Family recalls glory days at helm of historic hotel
The Bond family looks back on the Hotel Ponce de Leon, which stands as a link to days of celebrity and revelry.
By SCOTT TAYLOR HARTZELL
Published June 8, 2005
ST. PETERSBURG - While reminiscing about the Hotel Ponce de Leon recently, Sam Bond Jr. ventured back to his youth.
"My earliest memories of the Ponce are of being a bellhop and an elevator operator at the age of 13 or 14," said Bond, who managed the hotel at 95 Central Ave. from 1978 to 1989. "The Ponce jackets were maroon with gold trim. I still have one."
Opened during the economic boom in the 1920s, the Ponce opened its arms to an ocean of tourists and baseball stars. Soldiers marched through the Ponce's door during World War II, seeking a place to stay while training in the Sunshine City.
Under the management of the Bond family, the hotel offered rooms and travel and entertainment for nearly three decades. Today the Ponce serves guests and stands as a lasting tribute to St. Petersburg's most ostentatious decade, the 1920s.
"When you ran the hotel in the winter, you were an ambassador for the city," said Bond, 56, whose family owned eight other hotels here at various times including the Bond and the Colonial.
As economic prosperity spread before the boom, James W. Cherbonneaux, the father-in-law of pioneer Mattie Lou Cherbonneaux, contracted to build the Ponce. The Mediterranean style hotel, opened in 1922, joined the Sumner Building as the city's only vertical structures. Until the Depression, a flood of tourists and spring training baseball players kept the 85-room Ponce vibrant.
In March of 1937 Circuit Judge John I. Viney settled a dispute between the Ponce and its neighbor, the Chatterbox, whose rowdy customers were reportedly disturbing the hotel's guests.
The Chatterbox couldn't "in any manner ... annoy the plaintiff in the use and enjoyment of its hotel property," Judge Viney ruled. A deputy was hired to enforce the ruling.
In 1959, the Bond family bought the Ponce from the Princess Mary Corp. Nin U. Bond Jr., boss at the Pennsylvania, became manager. "James W. Cherbonneaux gave us two fan-shaped rattan chairs when the Bonds took over," said Maxine Lee, 87, Mattie Lou's daughter.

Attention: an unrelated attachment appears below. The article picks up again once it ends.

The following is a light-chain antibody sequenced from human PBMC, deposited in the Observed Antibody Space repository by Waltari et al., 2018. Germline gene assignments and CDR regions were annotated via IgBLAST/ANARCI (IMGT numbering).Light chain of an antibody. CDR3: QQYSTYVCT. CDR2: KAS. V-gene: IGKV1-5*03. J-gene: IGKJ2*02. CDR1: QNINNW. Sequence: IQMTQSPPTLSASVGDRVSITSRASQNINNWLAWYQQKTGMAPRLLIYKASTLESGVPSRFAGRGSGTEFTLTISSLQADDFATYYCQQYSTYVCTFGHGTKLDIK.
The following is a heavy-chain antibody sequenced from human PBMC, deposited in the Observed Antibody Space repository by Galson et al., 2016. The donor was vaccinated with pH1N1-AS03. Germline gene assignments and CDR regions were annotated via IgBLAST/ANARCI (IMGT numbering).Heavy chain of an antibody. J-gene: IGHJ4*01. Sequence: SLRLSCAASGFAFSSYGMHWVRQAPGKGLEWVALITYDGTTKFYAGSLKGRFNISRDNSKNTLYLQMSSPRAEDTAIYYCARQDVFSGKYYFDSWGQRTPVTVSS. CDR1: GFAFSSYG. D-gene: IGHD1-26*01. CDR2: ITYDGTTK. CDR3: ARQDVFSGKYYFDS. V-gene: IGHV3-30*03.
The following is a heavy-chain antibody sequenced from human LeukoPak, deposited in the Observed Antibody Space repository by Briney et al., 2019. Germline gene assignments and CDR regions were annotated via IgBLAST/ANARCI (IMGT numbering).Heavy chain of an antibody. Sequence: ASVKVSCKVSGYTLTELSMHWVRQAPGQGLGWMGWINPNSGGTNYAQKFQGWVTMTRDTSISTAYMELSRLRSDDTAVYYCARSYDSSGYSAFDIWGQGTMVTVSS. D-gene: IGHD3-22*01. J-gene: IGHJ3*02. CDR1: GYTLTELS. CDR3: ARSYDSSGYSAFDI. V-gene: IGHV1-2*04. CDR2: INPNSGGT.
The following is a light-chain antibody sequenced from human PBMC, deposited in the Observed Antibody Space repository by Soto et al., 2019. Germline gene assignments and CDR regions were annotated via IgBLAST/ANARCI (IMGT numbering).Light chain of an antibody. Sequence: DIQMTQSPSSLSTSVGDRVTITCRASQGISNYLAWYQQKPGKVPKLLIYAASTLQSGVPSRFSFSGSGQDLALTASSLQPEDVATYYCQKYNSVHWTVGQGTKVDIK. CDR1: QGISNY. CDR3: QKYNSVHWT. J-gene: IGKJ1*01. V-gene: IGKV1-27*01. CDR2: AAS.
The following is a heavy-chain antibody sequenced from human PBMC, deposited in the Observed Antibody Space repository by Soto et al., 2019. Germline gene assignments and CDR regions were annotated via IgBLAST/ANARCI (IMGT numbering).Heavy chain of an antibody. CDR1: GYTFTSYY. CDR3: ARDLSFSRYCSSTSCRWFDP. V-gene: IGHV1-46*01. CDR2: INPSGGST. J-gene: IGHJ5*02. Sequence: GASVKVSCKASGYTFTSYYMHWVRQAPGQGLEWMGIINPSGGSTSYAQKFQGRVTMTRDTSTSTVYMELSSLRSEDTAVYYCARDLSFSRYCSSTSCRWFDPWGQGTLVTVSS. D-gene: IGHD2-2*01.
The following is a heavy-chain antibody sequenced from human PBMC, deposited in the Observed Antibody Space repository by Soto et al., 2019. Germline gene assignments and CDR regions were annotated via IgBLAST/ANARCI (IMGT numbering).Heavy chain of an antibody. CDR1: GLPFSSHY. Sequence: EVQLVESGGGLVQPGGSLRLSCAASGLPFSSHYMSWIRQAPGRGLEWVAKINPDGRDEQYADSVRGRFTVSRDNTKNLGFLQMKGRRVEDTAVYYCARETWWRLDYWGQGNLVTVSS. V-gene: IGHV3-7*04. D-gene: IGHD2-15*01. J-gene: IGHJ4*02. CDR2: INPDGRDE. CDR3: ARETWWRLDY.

In the 1960s the Bonds fitted the Ponce with modern windows, expanded room air conditioning, provided central television service and rebuilt 40 bathrooms. The renovations earned the Bonds the Silver Spike award in 1966 from St. Petersburg Progress Inc. The award represented the earlier removal of railroad spikes from First Avenue S.
In the late 1960s and early 1970s, musicians A.B. and Mike and singer Rae Gruber ignited excitement at the Ponce's Down Under.
Through his wife, Mary, 80, Sam Bond Sr., 88, said the lounge was the most popular club in St. Petersburg. Bond Jr. said Down Under had a "easy feel with a walk-on-the-wild-side edge."
In 1981, a Ponce fire killed former Radio City Music Hall Rockette Betty Warfield. The eight-year resident, nearly 90, was found dead on her burning bed. "That fire was active for two to three hours," said Bond, who replaced Sam Bond Sr. as manager in 1978. "Her television and air conditioner melted. One room away, there was no damage."
Other famous Ponce guests included actors Christopher Reeve and Tony Curtis. And President Richard Nixon. "I shook Nixon's hand," said Bond. After Bay Plaza bought the Ponce in 1991 for $828,000, the hotel sat empty for six years.
"I have a lot of affection for the hotel," said William Bond Sr. from his Highlands, N.C., home, before remarking how in his youth he and his twin brother Sam Bond Sr. often fooled girls and guests with their similar looks. "I liked the way we ran the Ponce."
Yugoslavian-born Savni Bakrac bought the hotel in 1997. During renovations that year, Bakrac successfully sought historical landmark status for the Ponce. "For having such a beautiful building, I am proud," said Bakrac, a city resident for nearly 19 years.
Today the landmark features amenities including meeting rooms, an ice cream parlor, the Ten Beach Drive Piano Bar and Grill, and an Italian restaurant.
Recently, Maxine Lee had dinner at the Ponce. "I was very proud to be back in the hotel," she said. "It was just charming to get into that elevator again. It's such a dainty thing."
--Scott Taylor Hartzell can be reached at email@example.com